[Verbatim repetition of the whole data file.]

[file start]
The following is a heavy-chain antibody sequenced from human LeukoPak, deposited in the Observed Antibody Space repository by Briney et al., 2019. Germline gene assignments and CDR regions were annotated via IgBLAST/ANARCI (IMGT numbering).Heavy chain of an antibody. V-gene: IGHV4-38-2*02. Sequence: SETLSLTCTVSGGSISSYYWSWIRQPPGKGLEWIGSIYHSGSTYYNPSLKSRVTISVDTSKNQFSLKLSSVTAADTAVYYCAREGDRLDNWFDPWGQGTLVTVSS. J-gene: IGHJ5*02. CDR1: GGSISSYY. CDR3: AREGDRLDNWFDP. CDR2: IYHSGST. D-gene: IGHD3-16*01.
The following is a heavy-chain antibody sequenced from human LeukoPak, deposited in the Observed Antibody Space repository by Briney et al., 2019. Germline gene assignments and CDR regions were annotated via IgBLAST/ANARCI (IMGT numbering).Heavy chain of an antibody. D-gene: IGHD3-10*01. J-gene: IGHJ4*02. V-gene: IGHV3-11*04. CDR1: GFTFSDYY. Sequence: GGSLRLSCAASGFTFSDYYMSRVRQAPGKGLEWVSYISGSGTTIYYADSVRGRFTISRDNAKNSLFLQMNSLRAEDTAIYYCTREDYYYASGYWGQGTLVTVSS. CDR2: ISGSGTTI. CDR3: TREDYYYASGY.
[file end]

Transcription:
The following is a heavy-chain antibody sequenced from human LeukoPak, deposited in the Observed Antibody Space repository by Briney et al., 2019. Germline gene assignments and CDR regions were annotated via IgBLAST/ANARCI (IMGT numbering).Heavy chain of an antibody. V-gene: IGHV4-38-2*02. Sequence: SETLSLTCTVSGGSISSYYWSWIRQPPGKGLEWIGSIYHSGSTYYNPSLKSRVTISVDTSKNQFSLKLSSVTAADTAVYYCAREGDRLDNWFDPWGQGTLVTVSS. J-gene: IGHJ5*02. CDR1: GGSISSYY. CDR3: AREGDRLDNWFDP. CDR2: IYHSGST. D-gene: IGHD3-16*01.
The following is a heavy-chain antibody sequenced from human LeukoPak, deposited in the Observed Antibody Space repository by Briney et al., 2019. Germline gene assignments and CDR regions were annotated via IgBLAST/ANARCI (IMGT numbering).Heavy chain of an antibody. D-gene: IGHD3-10*01. J-gene: IGHJ4*02. V-gene: IGHV3-11*04. CDR1: GFTFSDYY. Sequence: GGSLRLSCAASGFTFSDYYMSRVRQAPGKGLEWVSYISGSGTTIYYADSVRGRFTISRDNAKNSLFLQMNSLRAEDTAIYYCTREDYYYASGYWGQGTLVTVSS. CDR2: ISGSGTTI. CDR3: TREDYYYASGY.